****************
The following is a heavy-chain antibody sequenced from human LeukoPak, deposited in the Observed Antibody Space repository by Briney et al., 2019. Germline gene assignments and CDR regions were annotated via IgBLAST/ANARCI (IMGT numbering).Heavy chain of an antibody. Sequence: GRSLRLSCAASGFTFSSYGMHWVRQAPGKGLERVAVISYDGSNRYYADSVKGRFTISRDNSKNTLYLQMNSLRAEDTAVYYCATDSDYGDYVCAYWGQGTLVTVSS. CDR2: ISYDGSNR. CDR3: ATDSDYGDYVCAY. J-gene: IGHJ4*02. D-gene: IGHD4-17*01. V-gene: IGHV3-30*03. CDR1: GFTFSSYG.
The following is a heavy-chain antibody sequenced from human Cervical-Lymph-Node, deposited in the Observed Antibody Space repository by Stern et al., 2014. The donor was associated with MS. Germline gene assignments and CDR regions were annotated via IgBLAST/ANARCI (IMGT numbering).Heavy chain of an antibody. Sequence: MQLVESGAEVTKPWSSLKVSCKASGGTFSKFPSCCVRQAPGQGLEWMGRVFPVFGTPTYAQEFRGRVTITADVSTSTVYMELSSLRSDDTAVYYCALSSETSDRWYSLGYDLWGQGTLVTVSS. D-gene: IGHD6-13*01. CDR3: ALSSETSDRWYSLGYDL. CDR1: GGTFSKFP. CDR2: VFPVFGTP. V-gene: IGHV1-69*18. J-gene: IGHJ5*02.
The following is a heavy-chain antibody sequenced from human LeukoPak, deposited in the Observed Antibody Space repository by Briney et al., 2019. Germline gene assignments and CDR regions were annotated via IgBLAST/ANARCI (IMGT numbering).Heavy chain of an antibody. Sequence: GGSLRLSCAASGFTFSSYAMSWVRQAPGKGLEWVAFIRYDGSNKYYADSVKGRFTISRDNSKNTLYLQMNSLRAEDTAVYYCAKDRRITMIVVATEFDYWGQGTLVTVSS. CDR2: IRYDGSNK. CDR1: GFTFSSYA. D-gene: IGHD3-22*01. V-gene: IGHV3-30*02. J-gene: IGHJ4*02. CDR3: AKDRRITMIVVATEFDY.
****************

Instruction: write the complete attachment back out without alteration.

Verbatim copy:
The following is a heavy-chain antibody sequenced from human LeukoPak, deposited in the Observed Antibody Space repository by Briney et al., 2019. Germline gene assignments and CDR regions were annotated via IgBLAST/ANARCI (IMGT numbering).Heavy chain of an antibody. Sequence: GRSLRLSCAASGFTFSSYGMHWVRQAPGKGLERVAVISYDGSNRYYADSVKGRFTISRDNSKNTLYLQMNSLRAEDTAVYYCATDSDYGDYVCAYWGQGTLVTVSS. CDR2: ISYDGSNR. CDR3: ATDSDYGDYVCAY. J-gene: IGHJ4*02. D-gene: IGHD4-17*01. V-gene: IGHV3-30*03. CDR1: GFTFSSYG.
The following is a heavy-chain antibody sequenced from human Cervical-Lymph-Node, deposited in the Observed Antibody Space repository by Stern et al., 2014. The donor was associated with MS. Germline gene assignments and CDR regions were annotated via IgBLAST/ANARCI (IMGT numbering).Heavy chain of an antibody. Sequence: MQLVESGAEVTKPWSSLKVSCKASGGTFSKFPSCCVRQAPGQGLEWMGRVFPVFGTPTYAQEFRGRVTITADVSTSTVYMELSSLRSDDTAVYYCALSSETSDRWYSLGYDLWGQGTLVTVSS. D-gene: IGHD6-13*01. CDR3: ALSSETSDRWYSLGYDL. CDR1: GGTFSKFP. CDR2: VFPVFGTP. V-gene: IGHV1-69*18. J-gene: IGHJ5*02.
The following is a heavy-chain antibody sequenced from human LeukoPak, deposited in the Observed Antibody Space repository by Briney et al., 2019. Germline gene assignments and CDR regions were annotated via IgBLAST/ANARCI (IMGT numbering).Heavy chain of an antibody. Sequence: GGSLRLSCAASGFTFSSYAMSWVRQAPGKGLEWVAFIRYDGSNKYYADSVKGRFTISRDNSKNTLYLQMNSLRAEDTAVYYCAKDRRITMIVVATEFDYWGQGTLVTVSS. CDR2: IRYDGSNK. CDR1: GFTFSSYA. D-gene: IGHD3-22*01. V-gene: IGHV3-30*02. J-gene: IGHJ4*02. CDR3: AKDRRITMIVVATEFDY.